What’s Wrong With The Mets And How Do We Fix It?

As Mets fans we’ve experienced so many trials and tribulations over the years, that we’ve sort of become hardened and accustomed to it all. We’ve become seemingly numb to any and all bad news that afflicts the team with such bizarre, dramatic, and alarming regularity. No matter how well or how good things may be going for the Mets, many of us remain in a perpetual guarded state – always on the lookout – waiting for that inevitable ax to fall or shoe to drop. It’s a part of who we are as Met fans, always hopeful, yet always vigilant as well.

So of course after an exciting 11-1 start to the season, that had most of us jumping out of our skins and in an ecstatic state of euphoria, it was only a matter of time until we were doused with a bucket of ice cold reality as the Mets went on to lose 11 of their next 17 games. The final dagger to the heart in that stretch of games – being swept at home at the hands of the lowly (or not so lowly) Atlanta Braves.

“It’s part of a long baseball season to have ups and downs,” manager Mickey Callaway said following Thursday’s embarrassing 11-0 loss to the Braves. “The main thing we have to do is continue to do the same things we did when we were going well, and eventually we’ll come out of it.”

“That’s where processes come in, and routines, and making sure that you’re taking care of everything you can possibly take care of, so you can go out there and have confidence whether you’re going good or bad,” Callaway said. “I’ve seen that from these guys. We’re just not on the winning side right now. And if we keep on doing that, we’re going to be just fine.”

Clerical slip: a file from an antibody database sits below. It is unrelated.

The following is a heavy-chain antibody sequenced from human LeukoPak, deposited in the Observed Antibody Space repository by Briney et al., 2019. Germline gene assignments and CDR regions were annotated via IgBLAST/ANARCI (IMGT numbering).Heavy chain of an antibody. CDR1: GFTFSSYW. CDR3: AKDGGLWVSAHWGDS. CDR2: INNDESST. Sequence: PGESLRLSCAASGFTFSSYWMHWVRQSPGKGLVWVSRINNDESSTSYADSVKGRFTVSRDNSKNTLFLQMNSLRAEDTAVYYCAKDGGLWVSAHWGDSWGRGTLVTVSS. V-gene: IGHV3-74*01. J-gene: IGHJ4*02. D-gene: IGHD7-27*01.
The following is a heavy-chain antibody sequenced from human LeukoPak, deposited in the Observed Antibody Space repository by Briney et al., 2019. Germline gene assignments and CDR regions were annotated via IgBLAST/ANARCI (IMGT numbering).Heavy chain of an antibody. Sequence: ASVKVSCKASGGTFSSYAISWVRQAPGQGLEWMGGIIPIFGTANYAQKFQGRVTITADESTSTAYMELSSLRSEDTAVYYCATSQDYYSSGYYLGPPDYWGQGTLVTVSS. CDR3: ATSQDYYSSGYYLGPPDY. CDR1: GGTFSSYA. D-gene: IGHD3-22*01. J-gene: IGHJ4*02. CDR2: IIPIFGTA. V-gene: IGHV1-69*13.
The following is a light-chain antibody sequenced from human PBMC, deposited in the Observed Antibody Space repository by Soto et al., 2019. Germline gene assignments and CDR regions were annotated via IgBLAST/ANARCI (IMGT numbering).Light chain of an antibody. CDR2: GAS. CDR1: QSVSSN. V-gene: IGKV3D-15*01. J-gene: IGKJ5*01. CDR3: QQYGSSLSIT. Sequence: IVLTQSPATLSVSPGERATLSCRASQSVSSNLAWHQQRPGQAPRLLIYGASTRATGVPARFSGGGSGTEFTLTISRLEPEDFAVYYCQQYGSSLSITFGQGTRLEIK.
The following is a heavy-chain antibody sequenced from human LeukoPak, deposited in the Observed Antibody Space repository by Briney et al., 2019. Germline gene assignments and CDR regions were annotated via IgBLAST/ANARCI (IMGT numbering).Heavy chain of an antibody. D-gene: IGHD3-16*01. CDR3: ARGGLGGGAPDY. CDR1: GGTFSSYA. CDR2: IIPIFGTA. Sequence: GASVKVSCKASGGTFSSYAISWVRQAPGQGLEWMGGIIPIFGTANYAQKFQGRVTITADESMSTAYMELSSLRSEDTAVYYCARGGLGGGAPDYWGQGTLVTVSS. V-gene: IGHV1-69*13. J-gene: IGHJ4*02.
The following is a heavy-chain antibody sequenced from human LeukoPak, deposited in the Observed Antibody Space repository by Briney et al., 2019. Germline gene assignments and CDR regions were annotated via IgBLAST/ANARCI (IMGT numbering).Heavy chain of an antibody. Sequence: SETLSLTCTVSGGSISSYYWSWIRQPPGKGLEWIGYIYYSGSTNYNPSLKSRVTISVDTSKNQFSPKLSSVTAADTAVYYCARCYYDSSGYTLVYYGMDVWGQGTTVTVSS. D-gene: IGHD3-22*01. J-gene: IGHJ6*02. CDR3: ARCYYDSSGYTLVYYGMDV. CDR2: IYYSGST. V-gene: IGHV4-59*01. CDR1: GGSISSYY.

I wish I could believe in Mickey’s outward enthusiasm and brimming confidence. But honestly, I’ve been down this road too many times before, and the truth is I have some real concerns and reservations about this team right now and I’m not in the mood to sugar-coat any of it.

Losing three straight to the Braves is one thing, it’s a long season and there will be many good and bad stretches along the way, But it’s the way our team lost that really bothers me. The Mets were outscored 21-2 in the three-game series and were nearly no-hit in the finale, but worse than that I saw a team that was uninspired, drab, and oftentimes lackadaisical.

The last remaining image from yesterday’s drubbing was watching Amed Rosario failing to run out a grounder late in the game for like the third time in that series. It was totally unacceptable of course, but it also reveals that there’s no fear of being held accountable and that was supposed to be Mickey Callaway‘s mantra for the 2018 season – accountability. Where is this accountability, have you seen it? Because I haven’t.

Now let’s not hang the blame for these last two weeks on the youngster Rosario. While I wish he was producing at better than a .222/.263/.300 clip, he’s merely a small part of an overall under-performing roster that desperately needs some drastic changes if they are honestly intent on a legitimate postseason run.